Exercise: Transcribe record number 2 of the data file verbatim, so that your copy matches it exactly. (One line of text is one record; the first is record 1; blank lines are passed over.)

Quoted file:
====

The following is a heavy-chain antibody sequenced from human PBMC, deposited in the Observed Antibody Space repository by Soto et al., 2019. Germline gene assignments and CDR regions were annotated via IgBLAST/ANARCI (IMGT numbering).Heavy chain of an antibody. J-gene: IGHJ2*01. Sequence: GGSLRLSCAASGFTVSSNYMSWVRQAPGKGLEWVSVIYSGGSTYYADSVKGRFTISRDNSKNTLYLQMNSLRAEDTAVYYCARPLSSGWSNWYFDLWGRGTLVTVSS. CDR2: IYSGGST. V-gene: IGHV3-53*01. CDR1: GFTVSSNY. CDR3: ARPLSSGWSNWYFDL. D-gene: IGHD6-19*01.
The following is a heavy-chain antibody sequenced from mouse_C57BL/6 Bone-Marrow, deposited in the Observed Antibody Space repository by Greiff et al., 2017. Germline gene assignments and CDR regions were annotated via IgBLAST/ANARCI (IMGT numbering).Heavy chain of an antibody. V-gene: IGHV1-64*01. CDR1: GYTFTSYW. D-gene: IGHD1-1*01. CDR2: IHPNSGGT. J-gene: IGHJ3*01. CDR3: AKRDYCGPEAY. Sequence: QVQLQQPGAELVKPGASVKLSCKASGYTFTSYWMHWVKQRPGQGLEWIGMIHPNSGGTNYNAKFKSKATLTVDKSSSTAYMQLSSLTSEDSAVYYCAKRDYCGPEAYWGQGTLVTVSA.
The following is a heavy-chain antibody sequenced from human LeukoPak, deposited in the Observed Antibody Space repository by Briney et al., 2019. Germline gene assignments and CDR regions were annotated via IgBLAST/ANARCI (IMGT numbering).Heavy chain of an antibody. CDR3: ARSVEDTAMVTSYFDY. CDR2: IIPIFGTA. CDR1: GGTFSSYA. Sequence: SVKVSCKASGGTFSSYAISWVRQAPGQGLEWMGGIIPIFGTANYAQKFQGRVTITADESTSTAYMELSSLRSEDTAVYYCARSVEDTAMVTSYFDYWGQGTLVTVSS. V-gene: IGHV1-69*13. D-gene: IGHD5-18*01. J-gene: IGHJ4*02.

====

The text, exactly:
The following is a heavy-chain antibody sequenced from mouse_C57BL/6 Bone-Marrow, deposited in the Observed Antibody Space repository by Greiff et al., 2017. Germline gene assignments and CDR regions were annotated via IgBLAST/ANARCI (IMGT numbering).Heavy chain of an antibody. V-gene: IGHV1-64*01. CDR1: GYTFTSYW. D-gene: IGHD1-1*01. CDR2: IHPNSGGT. J-gene: IGHJ3*01. CDR3: AKRDYCGPEAY. Sequence: QVQLQQPGAELVKPGASVKLSCKASGYTFTSYWMHWVKQRPGQGLEWIGMIHPNSGGTNYNAKFKSKATLTVDKSSSTAYMQLSSLTSEDSAVYYCAKRDYCGPEAYWGQGTLVTVSA.